Over a period of 200 years, 3 ships perished at the same location of the coast of Wales, on the same day (December 5th) and all 3 had only one survivor. The 3 survivors all had the same name: Hugh Williams.
1. On December 5th 1660, a ship sank in the straights of Dover – the only survivor was noted to be Hugh Williams.
On 5th December 1767, another ship sank in the same waters – 127 lost their lives, the only survivor was noted to be Hugh Williams
On 8th August 1820, a picnic boat capsized on the Thames – there was one survivor – Hugh Williams.
On 10th July 1940, a British trawler was destroyed by a German mine – only two men survived, one man and his nephew – they were both called Hugh Williams.
2. On December 5, 1664, a ship sunk in the Menai Strait, a stretch of water with tremendous tidal swings off the coast of Wales. All 81 passengers died, except one. His name was Hugh Williams.
On December 5, 1785, another ship sunk in the Menai Strait, with again everyone aboard dying except for one man…named Hugh Williams.
And then again, on December 5, 1820, yet another ship sunk in the Menai Strait. Only one man survived, and he was named Hugh Williams.
These messages, in several variants, claim to talk about a strangest coincidence ever recorded – that over a period of 200 years, 3 ships sank and perished at the same location of the coast of Wales, on the same day (December 5th) and in all 3 incidents there was only one survivor – all with same name: Hugh Williams! Strange as it may sound, this is an urban legend that has been around for many years, but is not a fact. The story is an interesting hoax created by putting together various incidents in the past – with misinformation.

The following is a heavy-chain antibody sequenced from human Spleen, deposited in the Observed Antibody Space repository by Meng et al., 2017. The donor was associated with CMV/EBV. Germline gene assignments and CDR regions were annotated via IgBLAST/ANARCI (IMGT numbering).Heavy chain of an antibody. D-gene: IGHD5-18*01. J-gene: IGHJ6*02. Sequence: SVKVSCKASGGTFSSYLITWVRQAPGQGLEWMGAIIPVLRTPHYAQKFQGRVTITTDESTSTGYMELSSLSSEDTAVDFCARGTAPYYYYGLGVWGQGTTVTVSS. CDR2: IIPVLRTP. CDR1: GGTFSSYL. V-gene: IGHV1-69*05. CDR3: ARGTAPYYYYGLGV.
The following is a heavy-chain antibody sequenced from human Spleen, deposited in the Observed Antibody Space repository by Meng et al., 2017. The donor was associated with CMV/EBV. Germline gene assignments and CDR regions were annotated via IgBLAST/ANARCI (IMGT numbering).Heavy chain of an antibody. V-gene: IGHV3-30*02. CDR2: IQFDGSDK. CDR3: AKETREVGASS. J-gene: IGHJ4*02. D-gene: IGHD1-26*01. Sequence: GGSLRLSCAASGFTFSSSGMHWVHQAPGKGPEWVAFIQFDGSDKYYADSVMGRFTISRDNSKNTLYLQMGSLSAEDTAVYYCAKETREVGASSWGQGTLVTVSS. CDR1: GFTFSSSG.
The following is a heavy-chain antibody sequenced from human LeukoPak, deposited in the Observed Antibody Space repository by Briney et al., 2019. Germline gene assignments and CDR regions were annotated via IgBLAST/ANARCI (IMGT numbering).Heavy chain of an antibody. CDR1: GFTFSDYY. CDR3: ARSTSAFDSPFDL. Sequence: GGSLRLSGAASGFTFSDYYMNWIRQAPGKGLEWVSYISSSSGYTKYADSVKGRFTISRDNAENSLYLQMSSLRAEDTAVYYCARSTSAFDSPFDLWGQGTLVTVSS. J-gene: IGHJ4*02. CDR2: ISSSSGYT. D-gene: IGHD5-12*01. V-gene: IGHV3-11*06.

The story also became popular through a video of Strange as it Seems program titled ‘The Strangest Coincidence Ever Recorded‘ and comes with a description saying:
In 1977, The People’s Almanac published a list of the 15 favorite oddities of all time, the first on their list being “the greatest series of coincidences in history” which began on December 5th, 1664 off the north coast of Wales.
As you an see in this version of story, the first incident is reported to have happened in 1664, while others said 1660. In fact this has been the case with this urban legend – there are several versions to it, with different details. Before looking into the credible sources of these incidents, let us first look into the location of all these incidents – the coast of Wales, particularly in the Menai Strait.
About the Coast of Wales
The messages talk about the coincidence as a strange incident, but do not point the fact that the coast of Wales in United Kingdom is a dangerous place for ships and several ship wrecks have been taking place here over the years. This is because of the weather along the coast of Wales which is heavily dependent upon sea travel. Moreover, December 5 time along the Wales coast happens to be the prime season for dangerous, windy, and stormy weather and the coldness of the waters increase the likelihood of deaths in a shipwreck. It is to be noted that not just this one, there are many British shipwreck stories around this place.